As part of a series highlighting the work of young people in addressing the climate crisis, writer Patricia Lane interviews fashion lover Sophia Yang, who advocates for transformation in the industry.
With the realities of climate change, inequality and the pandemic, one could be forgiven for choosing despair. But the world is no better off for that, so I choose to study hope, a discipline that requires practice. Here, treat yourself to a few minutes of joy in the next instalment of my series profiling amazing — and yes, hopeful — young people contending successfully with the climate justice crisis in Canada.
Sophia Yang wants us to listen to the stories in our clothes. Late in 2020, she launched Threading Change to raise consumer and fashion industry awareness of its climate, gender, racial, and labour justice impacts, and the ethical alternatives.
Tell us about Threading Change.
We are ambitious, international youth working for a feminist, fossil-fuel-free fashion future.
Vancouver activist proves you can love fashion and look good without wrecking the planet. #fashion #SustainableFashion #sustainability #BuyVintage
Of the more than 10 million mostly female workers in China, India, Bangladesh, Turkey, Vietnam and Cambodia, 85 per cent make less than 25 euros a month producing clothing for us in the Global North. Many work 16-hour days, 364 days a year. The industry produces 20 per cent of global wastewater, poisoning the water supply in the Global South. It emits 1.26 billion tons of greenhouse gases every year, more than the aviation and maritime industries combined. Without change, it will use a quarter of the world’s carbon budget by 2050.
As consumers, we are urged to respond by “buying green” or ethically made clothes or shop at thrift stores. We need to do this, but it is not enough. Ninety per cent of clothing donated to thrift stores goes to landfills, often in the Global South. System, society and individual behaviour change is required.
Threading Change helps us to think about our clothing in new ways. Imagine how different the industry might look if it shared common goals of net zero and achieving the UN Sustainable Development Goals. Instead of imitating Rihanna, who sees fashion as her “defence against the world,” we could think about wearing the love represented by that sweater gifted to us, or the shoes we wore to that great picnic, or the homemade mittens on a politician’s hands. We could be more content wearing those than purchasing new because we would be consciously wearing our stories.
How does Threading Change bring about change?
We understand the need for Global South perspectives. Our 14 volunteers, four board members, and two paid staff represent seven different countries, including Lebanon, Brazil, Sri Lanka, Kenya, India, Trinidad, China, and Canada.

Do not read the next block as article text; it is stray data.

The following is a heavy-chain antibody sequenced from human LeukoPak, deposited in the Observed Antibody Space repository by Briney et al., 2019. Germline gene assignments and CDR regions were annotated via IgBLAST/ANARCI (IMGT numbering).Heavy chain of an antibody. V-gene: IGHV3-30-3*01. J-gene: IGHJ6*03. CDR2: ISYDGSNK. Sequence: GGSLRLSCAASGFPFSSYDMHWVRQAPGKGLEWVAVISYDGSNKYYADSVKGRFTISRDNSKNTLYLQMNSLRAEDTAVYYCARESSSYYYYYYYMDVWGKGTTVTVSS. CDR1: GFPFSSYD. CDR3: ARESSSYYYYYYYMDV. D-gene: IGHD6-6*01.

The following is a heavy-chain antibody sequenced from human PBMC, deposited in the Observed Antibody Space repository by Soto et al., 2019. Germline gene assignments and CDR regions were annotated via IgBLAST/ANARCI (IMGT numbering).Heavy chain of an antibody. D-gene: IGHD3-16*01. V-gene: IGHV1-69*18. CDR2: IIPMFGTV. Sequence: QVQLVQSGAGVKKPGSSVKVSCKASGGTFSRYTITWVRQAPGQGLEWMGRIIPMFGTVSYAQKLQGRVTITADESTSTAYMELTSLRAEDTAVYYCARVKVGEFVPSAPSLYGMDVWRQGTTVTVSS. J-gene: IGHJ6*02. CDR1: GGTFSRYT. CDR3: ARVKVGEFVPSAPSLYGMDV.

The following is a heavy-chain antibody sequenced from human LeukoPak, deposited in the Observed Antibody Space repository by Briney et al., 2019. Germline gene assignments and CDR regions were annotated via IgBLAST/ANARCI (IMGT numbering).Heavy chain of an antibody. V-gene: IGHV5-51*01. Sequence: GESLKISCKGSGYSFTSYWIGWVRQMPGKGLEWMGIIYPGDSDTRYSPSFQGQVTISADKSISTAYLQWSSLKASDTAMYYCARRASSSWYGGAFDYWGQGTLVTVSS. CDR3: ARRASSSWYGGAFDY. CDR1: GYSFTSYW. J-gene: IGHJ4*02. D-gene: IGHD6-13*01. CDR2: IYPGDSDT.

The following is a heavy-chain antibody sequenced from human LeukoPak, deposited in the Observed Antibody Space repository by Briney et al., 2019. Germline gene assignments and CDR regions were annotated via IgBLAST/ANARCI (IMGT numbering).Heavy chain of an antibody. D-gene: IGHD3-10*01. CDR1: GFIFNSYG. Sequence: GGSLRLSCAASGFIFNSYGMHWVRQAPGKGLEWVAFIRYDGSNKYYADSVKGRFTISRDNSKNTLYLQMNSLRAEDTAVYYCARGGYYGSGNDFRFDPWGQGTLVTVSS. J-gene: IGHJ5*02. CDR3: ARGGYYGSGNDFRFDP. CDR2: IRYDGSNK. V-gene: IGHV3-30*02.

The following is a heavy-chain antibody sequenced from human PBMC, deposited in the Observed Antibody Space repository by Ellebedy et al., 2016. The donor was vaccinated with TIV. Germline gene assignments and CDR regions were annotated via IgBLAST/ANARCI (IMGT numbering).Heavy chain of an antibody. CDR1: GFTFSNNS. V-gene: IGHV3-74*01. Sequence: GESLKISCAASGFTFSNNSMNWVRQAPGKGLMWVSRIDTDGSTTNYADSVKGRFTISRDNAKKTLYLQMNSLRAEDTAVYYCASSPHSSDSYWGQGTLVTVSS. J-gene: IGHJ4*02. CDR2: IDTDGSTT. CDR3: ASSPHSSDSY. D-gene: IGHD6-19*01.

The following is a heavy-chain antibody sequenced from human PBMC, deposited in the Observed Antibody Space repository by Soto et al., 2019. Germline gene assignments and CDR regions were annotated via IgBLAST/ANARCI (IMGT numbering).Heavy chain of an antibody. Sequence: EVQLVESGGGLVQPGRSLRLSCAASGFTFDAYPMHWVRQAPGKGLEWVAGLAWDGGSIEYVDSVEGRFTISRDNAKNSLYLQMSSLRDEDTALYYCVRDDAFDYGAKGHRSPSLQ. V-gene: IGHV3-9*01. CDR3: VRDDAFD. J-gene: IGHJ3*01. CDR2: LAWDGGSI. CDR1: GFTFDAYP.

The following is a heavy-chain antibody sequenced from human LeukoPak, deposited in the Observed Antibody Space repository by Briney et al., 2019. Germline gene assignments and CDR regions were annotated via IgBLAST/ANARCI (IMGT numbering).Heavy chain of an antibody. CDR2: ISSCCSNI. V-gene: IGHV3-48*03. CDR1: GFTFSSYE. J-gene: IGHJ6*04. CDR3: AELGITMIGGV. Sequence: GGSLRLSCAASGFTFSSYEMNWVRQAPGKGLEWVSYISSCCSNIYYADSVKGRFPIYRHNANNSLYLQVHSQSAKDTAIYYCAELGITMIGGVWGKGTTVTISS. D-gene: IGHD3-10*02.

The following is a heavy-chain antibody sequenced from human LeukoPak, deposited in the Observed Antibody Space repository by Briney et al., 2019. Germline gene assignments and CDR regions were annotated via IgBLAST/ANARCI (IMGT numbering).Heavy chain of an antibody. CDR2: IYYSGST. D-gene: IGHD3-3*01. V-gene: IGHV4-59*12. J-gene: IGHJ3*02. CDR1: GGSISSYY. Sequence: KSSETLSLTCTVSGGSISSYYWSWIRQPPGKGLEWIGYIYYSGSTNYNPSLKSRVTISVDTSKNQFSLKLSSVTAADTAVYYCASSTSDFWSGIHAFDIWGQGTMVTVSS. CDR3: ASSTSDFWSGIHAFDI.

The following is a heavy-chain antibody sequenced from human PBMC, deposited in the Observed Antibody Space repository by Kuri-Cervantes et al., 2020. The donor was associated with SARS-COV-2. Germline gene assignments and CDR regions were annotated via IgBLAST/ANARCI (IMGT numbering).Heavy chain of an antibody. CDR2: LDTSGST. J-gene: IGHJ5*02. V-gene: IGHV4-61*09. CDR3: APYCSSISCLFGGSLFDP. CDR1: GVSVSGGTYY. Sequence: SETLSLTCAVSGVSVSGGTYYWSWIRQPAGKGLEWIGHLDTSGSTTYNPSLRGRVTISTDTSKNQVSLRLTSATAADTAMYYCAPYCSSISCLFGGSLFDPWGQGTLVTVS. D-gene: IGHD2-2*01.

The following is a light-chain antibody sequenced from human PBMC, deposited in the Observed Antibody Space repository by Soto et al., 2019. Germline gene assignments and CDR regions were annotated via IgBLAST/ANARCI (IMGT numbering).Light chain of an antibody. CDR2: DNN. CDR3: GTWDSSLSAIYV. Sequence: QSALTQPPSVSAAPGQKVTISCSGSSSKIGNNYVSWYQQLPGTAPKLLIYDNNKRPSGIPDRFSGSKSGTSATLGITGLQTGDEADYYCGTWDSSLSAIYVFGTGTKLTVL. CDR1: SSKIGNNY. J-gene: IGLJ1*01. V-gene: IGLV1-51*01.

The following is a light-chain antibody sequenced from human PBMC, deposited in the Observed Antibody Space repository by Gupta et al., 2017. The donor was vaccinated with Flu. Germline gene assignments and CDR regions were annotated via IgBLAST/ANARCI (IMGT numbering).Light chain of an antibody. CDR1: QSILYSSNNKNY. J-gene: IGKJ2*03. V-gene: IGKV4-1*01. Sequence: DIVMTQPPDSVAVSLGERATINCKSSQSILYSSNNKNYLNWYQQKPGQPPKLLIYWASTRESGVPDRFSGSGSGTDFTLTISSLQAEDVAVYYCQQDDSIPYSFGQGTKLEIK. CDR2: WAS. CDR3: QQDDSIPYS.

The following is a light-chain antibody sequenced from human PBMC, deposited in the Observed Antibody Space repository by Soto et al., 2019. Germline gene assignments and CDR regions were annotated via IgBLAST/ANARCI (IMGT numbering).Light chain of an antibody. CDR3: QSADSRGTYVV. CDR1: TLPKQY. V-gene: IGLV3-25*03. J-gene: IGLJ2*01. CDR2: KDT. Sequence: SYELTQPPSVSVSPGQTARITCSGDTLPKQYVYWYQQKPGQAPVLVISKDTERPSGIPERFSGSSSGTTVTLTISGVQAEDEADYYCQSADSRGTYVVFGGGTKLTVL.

Since our founding in November 2020, hundreds of people from more than 15 countries have attended our “Textile Talks” webinars with international panels to educate ourselves and each other. We network with existing networks to grow rapidly. We have letter-writing events on Zoom to ask fashion brands to be transparent about how they plan to support the UN sustainability goals. In April 2021, our #ClothesBusters campaign busts fashion myths, like clothing donation outcomes, and exposes environmental and social ills in the industry. It also shows how fashion trends are created with manipulative psychology.
We will soon release our interactive map of global innovation in the industry. At COP26, we will profile 50 low environmental impact ethical garment producers rooted in their communities in places like Nepal, Brazil, Indonesia and Mexico and Canada.
How did you get into this project?
One of my earliest memories is playing a childish competitive game with my cousin in China. We were trying to see which of us could stamp out the most ants in our garden. My granny told us to stop and reminded us that although to us it was just a few ants, to them it is their only life.
I emigrated as a child with my parents from China. They both work as engineers in the fossil fuel industry, and sometimes we have interesting conversations! But I know they will always support me, and they raised me to care and to be kind. These are ethical foundations for my life and my work.
I have always loved fashion. I studied forestry at UBC and became very aware of climate change. I had a seminal moment at COP25 during a presentation by fashion moguls from big brands on decarbonizing their energy use. A gentleman in the audience from Nigeria asked how his wife, who made 25 cents an hour working in a garment factory, could help. The panel started giving advice, like advocating for solar panels on the factory roof. I was stunned by how out of touch they were. I knew then I wanted to help connect the dots between justice and climate. Threading Change aims to do that.
Do you have advice for other young people?
Figure out what lights the fire in your belly and find out more about it. Spend time in rooms where you are not the smartest person. Don’t be shy about applying for jobs even if you don’t meet all the qualifications. Getting yourself in front of decision-makers will make an impact on them just because you asked the question.
Do you want to say anything to older readers?
People in the Suzuki Elders circle changed my life just by the hard work they do to protect our future. Be encouraging and compassionate. Share your stories. You have lived experience, and it is urgent that we learn from you.